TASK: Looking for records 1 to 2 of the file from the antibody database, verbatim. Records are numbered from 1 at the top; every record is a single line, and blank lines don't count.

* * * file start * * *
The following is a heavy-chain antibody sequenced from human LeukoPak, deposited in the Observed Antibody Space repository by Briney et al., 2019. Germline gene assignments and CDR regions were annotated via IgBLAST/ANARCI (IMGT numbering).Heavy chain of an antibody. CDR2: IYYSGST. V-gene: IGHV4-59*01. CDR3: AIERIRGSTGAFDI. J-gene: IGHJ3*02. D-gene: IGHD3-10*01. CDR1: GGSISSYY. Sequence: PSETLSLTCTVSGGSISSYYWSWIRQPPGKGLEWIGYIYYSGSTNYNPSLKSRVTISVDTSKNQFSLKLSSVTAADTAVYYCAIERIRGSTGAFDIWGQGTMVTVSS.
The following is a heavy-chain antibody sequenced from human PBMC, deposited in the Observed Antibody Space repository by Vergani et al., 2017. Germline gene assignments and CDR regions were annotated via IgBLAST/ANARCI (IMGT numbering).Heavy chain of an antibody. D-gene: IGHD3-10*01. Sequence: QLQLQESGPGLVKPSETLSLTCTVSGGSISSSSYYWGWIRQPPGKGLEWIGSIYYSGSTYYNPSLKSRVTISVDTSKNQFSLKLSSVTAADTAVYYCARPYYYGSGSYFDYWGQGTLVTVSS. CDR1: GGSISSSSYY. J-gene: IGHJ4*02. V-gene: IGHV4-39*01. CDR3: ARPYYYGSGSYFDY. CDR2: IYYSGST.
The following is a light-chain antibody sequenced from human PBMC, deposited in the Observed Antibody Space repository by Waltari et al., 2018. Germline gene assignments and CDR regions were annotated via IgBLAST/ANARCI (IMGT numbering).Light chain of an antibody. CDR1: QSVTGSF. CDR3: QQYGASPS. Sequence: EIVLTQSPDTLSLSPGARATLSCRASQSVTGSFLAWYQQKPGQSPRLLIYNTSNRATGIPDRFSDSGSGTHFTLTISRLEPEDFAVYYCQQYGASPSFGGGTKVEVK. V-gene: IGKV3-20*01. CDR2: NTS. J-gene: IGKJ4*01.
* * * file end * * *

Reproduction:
The following is a heavy-chain antibody sequenced from human LeukoPak, deposited in the Observed Antibody Space repository by Briney et al., 2019. Germline gene assignments and CDR regions were annotated via IgBLAST/ANARCI (IMGT numbering).Heavy chain of an antibody. CDR2: IYYSGST. V-gene: IGHV4-59*01. CDR3: AIERIRGSTGAFDI. J-gene: IGHJ3*02. D-gene: IGHD3-10*01. CDR1: GGSISSYY. Sequence: PSETLSLTCTVSGGSISSYYWSWIRQPPGKGLEWIGYIYYSGSTNYNPSLKSRVTISVDTSKNQFSLKLSSVTAADTAVYYCAIERIRGSTGAFDIWGQGTMVTVSS.
The following is a heavy-chain antibody sequenced from human PBMC, deposited in the Observed Antibody Space repository by Vergani et al., 2017. Germline gene assignments and CDR regions were annotated via IgBLAST/ANARCI (IMGT numbering).Heavy chain of an antibody. D-gene: IGHD3-10*01. Sequence: QLQLQESGPGLVKPSETLSLTCTVSGGSISSSSYYWGWIRQPPGKGLEWIGSIYYSGSTYYNPSLKSRVTISVDTSKNQFSLKLSSVTAADTAVYYCARPYYYGSGSYFDYWGQGTLVTVSS. CDR1: GGSISSSSYY. J-gene: IGHJ4*02. V-gene: IGHV4-39*01. CDR3: ARPYYYGSGSYFDY. CDR2: IYYSGST.